Appendicitis refers to inflammation of the appendix. The first appendectomy was completed by Claudius Amyand in 1735 when he operated on an 11-year-old male for a strangulated inguinal hernia and discovered the appendix in the hernial sac. The first intentional appendectomy was performed by Lawson Tait in 1880.


  • Luminal obstruction from various etiologies, leading to increased mucus production and bacterial overgrowth, resulting in wall tension and eventually necrosis and potential perforation


  • Vague periumbilical abdominal pain, migrating to RLQ pain over time
  • Anorexia
  • Nausea
  • ± Vomiting
  • ± Diarrhea
  • ± Constipation

Physical Exam

  • Ill-appearing
  • ± Fever
  • Tachycardia
  • Mild dehydration
  • + McBurney’s sign
  • Rebound tenderness
  • Rigidity → if present, points towards perforation
  • ± Rovsing sign
  • ± Obturator sign
  • ± Psoas sign


  • WBC and inflammatory markers lack accuracy for diagnosis
  • Leukocytosis, often with “left shift”


  • CT w IV contrast
    • Most commonly used; effective and accurate; sensitivity 76-100%, specificity 83-100%
    • Findings: thickened, inflamed appendix with surrounding “stranding” indicative of inflammation, > 7 mm in diameter, mural enhancement or “target sign”
  • Xray → lack sensitivity and specificity
  • US
    • May have greater utility in pediatric or pregnant patients
    • Success of study depends greatly on skill of the sonographer
  • MRI w/o contrast
    • Reserved for pregnant patients
    • Criteria for MRI diagnosis: appendiceal enlargement (> 7 mm), thickening (> 2 mm), presence of inflammation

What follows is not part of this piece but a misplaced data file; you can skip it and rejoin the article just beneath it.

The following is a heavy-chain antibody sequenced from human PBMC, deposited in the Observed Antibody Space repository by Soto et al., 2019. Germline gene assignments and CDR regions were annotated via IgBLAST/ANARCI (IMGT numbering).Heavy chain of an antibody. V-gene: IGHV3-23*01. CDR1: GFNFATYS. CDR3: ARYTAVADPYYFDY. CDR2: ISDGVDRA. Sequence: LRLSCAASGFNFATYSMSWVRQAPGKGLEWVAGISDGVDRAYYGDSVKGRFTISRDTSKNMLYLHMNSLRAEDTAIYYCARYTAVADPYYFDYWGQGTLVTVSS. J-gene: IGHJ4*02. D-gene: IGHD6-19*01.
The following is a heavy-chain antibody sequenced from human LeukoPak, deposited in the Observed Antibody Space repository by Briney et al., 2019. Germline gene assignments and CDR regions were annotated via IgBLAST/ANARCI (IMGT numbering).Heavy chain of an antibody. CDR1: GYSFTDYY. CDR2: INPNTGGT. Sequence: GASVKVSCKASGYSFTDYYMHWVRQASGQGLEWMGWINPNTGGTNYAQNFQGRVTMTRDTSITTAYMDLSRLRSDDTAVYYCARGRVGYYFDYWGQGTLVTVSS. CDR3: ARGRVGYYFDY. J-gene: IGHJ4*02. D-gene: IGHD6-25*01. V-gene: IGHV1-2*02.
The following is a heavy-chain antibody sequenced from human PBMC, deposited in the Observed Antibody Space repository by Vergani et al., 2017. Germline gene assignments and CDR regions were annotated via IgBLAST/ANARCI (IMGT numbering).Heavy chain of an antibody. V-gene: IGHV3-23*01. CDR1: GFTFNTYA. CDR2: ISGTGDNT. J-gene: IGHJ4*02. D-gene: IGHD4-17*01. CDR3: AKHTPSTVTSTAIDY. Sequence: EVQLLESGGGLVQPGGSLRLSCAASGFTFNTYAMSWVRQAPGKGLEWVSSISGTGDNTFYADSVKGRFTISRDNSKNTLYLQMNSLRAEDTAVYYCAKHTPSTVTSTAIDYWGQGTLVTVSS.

• Cons: higher cost, motion artifact


  • Appendectomy
  • Fluid resuscitation, as indicated
  • Broad-spectrum IV antibiotics
  • Pain control: opioids, NSAIDs, acetaminophen

Relevant Information

  • Appendix orientation
    • Retrocecal (65%)
    • Pelvic (31%)
    • Subcecal (2.3%)
    • Preileal (1.0%)
    • Retroileal (0.4%)
  • Fold of Treves
    • Bloodless fold; no sizable blood vessels
    • Peritoneal structure that extends from the antimesenteric border of the terminal ileum to the base of the appendix, or anterior surface of the mesoappendix, or both
    • Can aid in the recognition of the ileocecal region and base of the appendix


  • Perforation: can lead to sepsis, increased risk with prolonged duration of symptoms; rigidity will be present upon physical exam

Scoring Systems

  • No signs or symptoms have been shown to be uniquely predictive of appendicitis, so scoring systems have been developed to help with clinical diagnosis
  • Alvarado scoring
    • 8-item clinical and laboratory variables
    • Scoring < 4 useful in excluding appendicitis; higher score lacks specificity
    • Most widely used and acceptable
  • Pediatric Appendicitis Score (PAS)
  • Appendicitis Inflammatory Response Score (AIRS)

Differential Diagnoses

  • Crohn ileitis
  • Mesenteric adenitis
  • Intussusception
  • Meckel diverticulum
  • Ectopic pregnancy
  • Testicular torsion
  • Ovarian torsion
  • Kidney stones
  • Gastroenteritis
  • PID
  • Endometriosis
  • Renal colic
  • Irritable bowel disease